Vishy Anand has ended Maxime Vachier-Lagrave’s 67-game unbeaten run at classical chess after spotting a piece-winning tactic when he was on the ropes. It was the same story elsewhere, as Veselin Topalov let Fabiano Caruana pull off a great escape and Hikaru Nakamura almost let Anish Giri do the same. Ding Liren saw his edge slip away in a single move against Wesley So, while Peter Svidler fell to a 2nd defeat after rushing headlong into an ending that only Levon Aronian could win.
What a round! Play through all the games with computer analysis using the selector below, and remember you can make moves on the board to see what might have happened:
Simply too much was going on in Saturday’s long second round of the Sinquefield Cup to attempt a full summary, so let’s take a look a 7 turning points in the days action:
Ding Liren had spoken of nerves the day before when talking about his St. Louis debut, but against Wesley So he could feel right at home. The best two Asian players had met in China earlier this year in a match that Ding Liren dominated more than the 2.5:1.5 scoreline reflected.
That balance of power looked set to continue when Wesley had huge difficulty developing his pieces, but suddenly Ding Liren went for a sacrificial combination he must have thought won a pawn. He’d missed a sting in the tail:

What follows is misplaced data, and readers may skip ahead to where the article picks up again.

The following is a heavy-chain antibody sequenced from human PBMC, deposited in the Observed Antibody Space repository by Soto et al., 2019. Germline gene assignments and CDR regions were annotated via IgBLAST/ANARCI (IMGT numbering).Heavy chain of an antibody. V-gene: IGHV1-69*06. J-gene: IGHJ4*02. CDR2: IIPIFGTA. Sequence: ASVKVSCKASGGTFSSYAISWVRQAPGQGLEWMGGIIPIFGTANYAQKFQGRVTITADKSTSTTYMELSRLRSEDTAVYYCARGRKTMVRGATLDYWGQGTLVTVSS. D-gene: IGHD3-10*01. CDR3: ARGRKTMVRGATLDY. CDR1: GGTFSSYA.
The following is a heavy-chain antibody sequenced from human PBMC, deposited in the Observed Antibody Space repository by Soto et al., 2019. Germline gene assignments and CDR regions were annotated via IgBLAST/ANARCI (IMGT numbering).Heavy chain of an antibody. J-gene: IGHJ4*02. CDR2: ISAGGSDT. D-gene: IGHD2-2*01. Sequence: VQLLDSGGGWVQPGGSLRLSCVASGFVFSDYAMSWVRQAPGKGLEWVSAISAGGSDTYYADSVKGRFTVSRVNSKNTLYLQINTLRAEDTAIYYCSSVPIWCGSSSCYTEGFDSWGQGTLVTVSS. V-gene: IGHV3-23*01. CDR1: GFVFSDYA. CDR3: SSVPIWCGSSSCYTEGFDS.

After 21…Bxg2! 22.Kxg2 Qb7+ 23.Qf3 Qxb6 material was level, and it was Black, if anyone, playing for a win. A quick draw followed, leaving Wesley among the joint leaders.
While that game featured an abrupt end, the others were all thrillers, and none more so than Topalov-Caruana. Fabiano admitted his play was shaky, and when playing 21.Ba2? he’d completely overlooked a bolt from the blue:
21…Nxe4!! put White in a world of trouble, since he wasn’t winning a piece after 22.Bxe7 Ned2! In fact, it was so bad that Caruana gave up his queen a few moves later:
It was a good practical choice – and almost the only option – but there would have been no fairy tale ending if Veselin had chosen differently on move 28.
Here 28…Re8! looks to be winning, since the black queen enters on the e-file and the black queenside pawns can’t be stopped. Instead 28…Qxd4?! allowed White to untangle with tempo by playing 29.Bf3! and ultimately achieve a two minor pieces vs. rook fortress position that Topalov was in no mood to try and topple.
The Bulgarian explained how his pragmatic approach had let him down on this occasion:
I’m just playing normal games and not always trying to find the best moves, to be perfect. Instead of 28…Re8 taking the pawn seemed natural to me. Somehow I’m just trying to play simple chess.
You can rewatch all the day’s action and player interviews below:
Vishy surprised Maxime by opening with the Caro-Kann, but then mixed up his lines and ended up in real trouble, later commenting:
I’m literally just hanging on every move, just trying not to lose on the spot. It was extremely scary!
Maxime needed two Confessional appearances to share his thoughts with the internet audience, first remarking of the fact that there was no Berlin on the board: “I was not expecting all this excitement!”
When he returned the excitement had only grown:
Things took a turn for wild compensations. Still, I managed to develop my pieces the way I wanted to. I always have some tricky ideas in mind. I feel like I should be better, one way or another.